The correspondence between the chief of the US watchdog on Afghanistan reconstruction and the administrator of the UN’s development agency over a trust fund bankrolling the Afghan police force is an entertaining read.
In a series of letters, John Sopko, special inspector general, alleged that the UN agency mismanaged the trust fund, known as LOTFA, allowing the Afghan interior ministry to milk $200 million in “deductions.” Since 2002, the trust fund has channeled $3.17 billion in salaries and operating costs. The US has paid $1.2 billion of it.
The UN development program’s Helen Clark dispatched a three-pronged response in ambiguous UN-ese.
First, she writes, this is Afghanistan, so it’s impossible to completely eliminate “risk.” Second, the UN found a deduction and stopped it. Third, the UN doesn’t have oversight of the other deductions the Afghan government makes.
It’s another sorry chapter in the book of blunders chronicling the seemingly impossible task of building an Afghan nation.
It’s a story where everyone comes out a loser.
As early as 2009, UN employees in Afghanistan had flagged to the donors – the EU and Japan being the other major contributors – that the trust fund was paying the salaries of police officers who didn’t exist and that the fund’s managers were creating high-paying positions for well-connected Afghans.
In 2012, after The Wall Street Journal reported the suspected scheme, the UN launched an investigation and fired some staffers. An internal review in 2013 confirmed an ongoing procurement fraud.
This is not the first UN misdemeanor in Afghanistan. A 2008 USAID investigation report, for example, revealed that after signing a $25 million contract to build small-scale infrastructure projects, the UN development agency subcontracted it out to the UN project office, which then subcontracted it out to local contractors.
The final and incomplete works included “life-threatening oversights” on building projects. The UN project office also had a $365 million road construction grant from USAID, $10 million of which it freely used to finance projects in Sudan, Haiti, Sri Lanka and Dubai without USAID knowledge or consent.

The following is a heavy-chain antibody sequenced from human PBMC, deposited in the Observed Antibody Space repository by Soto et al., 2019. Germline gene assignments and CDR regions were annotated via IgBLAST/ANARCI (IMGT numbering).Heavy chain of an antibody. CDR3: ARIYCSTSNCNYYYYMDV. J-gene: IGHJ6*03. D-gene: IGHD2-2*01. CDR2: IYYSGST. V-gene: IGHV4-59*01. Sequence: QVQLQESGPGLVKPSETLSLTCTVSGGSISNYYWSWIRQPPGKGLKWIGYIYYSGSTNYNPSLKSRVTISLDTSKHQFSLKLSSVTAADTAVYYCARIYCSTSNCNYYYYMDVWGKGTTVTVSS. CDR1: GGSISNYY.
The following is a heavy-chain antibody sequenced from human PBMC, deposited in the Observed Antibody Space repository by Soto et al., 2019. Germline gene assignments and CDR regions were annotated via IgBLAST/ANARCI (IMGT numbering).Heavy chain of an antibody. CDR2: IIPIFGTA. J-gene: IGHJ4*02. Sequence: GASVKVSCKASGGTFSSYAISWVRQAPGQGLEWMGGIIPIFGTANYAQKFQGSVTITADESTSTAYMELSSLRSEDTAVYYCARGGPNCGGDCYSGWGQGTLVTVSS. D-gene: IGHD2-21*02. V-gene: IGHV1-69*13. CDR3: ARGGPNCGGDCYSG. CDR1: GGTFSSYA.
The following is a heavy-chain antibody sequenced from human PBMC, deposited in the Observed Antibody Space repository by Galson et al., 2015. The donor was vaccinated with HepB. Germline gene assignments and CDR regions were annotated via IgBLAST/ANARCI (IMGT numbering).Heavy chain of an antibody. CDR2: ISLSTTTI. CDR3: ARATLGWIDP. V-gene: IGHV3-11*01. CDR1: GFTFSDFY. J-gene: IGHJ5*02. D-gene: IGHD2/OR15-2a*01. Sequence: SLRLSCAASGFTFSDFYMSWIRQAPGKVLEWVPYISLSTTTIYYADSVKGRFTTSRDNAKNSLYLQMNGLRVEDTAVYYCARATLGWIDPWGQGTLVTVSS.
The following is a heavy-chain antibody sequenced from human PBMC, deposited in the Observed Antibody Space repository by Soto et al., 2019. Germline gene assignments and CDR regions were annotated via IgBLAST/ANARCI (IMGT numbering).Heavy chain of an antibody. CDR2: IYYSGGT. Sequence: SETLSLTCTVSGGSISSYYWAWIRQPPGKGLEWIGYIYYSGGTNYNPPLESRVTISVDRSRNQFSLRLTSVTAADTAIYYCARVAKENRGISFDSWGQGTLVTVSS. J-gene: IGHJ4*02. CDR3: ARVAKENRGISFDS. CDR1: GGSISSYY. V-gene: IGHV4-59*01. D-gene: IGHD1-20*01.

The UN has broad legal immunity. Internally, the fear of speaking up to superiors is a culprit and signs of an organizational culture that needs to change. It’s why investigators get a wall of silence treatment when they request documents or face-to-face meetings from UN officials.
Generally, the UN does better at starting new projects to big fanfare than it is at seeing them through. Combined with weak management and high staff turnover, poor communication in a crisis country environment can easily spawn such malfeasance.
To be fair, the UN is hardly the only player that screwed up.
Afghanistan doesn’t want for aid groups and private companies that benefited from the open spigot of nation-building funds. Donors continued to pour money in, even as reports of fraud grew.
A few years after 9/11, I worked in Kabul for a Geneva-based intergovernmental organization that had multiple contracts with USAID. Most of the contracts were awarded in a one-year span, and, being short-staffed, we quickly lost track of expenditures.
This was made worse by the need to “burn” money in order to get more money. We built schools and clinics indiscriminately. When the office in Herat in western Afghanistan burned down in a riot, the program manager celebrated it by opening a can of beer at his desk, because we no longer had to account for which contract had paid for which land cruiser or computer.
UN, Police Thyself
So what to do?
Pointing fingers will not make things better. The UN should own up to its failures – and then up its self-policing efforts.
In the aftermath of the Iraq oil-for-food scandal that sullied the UN’s reputation, the UN set up a special anti-corruption unit that did excellent work. The procurement task force aggressively looked into corruption, uncovering a score of schemes involving more than $1 billion in contracts.
Unfortunately, starting in 2009, the UN cut back on internal investigations. The special task force was dismantled under pressure from governments, notably Russia and Singapore, resulting in the shutdown of ongoing cases in Afghanistan, Iraq and throughout Africa.
The global institution needs to revive this type of rigorous internal control, not just the paperwork of filling vacant oversight posts. Offices and units with a mandate to investigate misconduct or corruption should be given full financial and operational independence.
The new Afghan government immediately signed the bilateral security agreement. And America and its allies will continue to pay for Afghanistan’s reconstruction.
But unconditional spending has to end. All agencies in charge of giving money must put in stronger measures to ensure that funds are used for their intended purposes. Any report of mismanagement should instantly result in the cutoff of funding. The taxpayers and the Afghan people deserve this.
In her letter, the head of the UN development program was right to emphasize the Afghan government’s ownership of its finances. But national ownership is not an excuse to overlook what the agency was tasked to administer, especially given the country’s track record of bilking aid.
The UN’s largest agency can do better than that. The alternative is to let the “process of decaying” take over and be reduced to irrelevance.
This article first appeared in Cicero Magazine, October 15, 2014.
(Photo credit: Staff Sgt. Ian M. Terry via Creative Commons)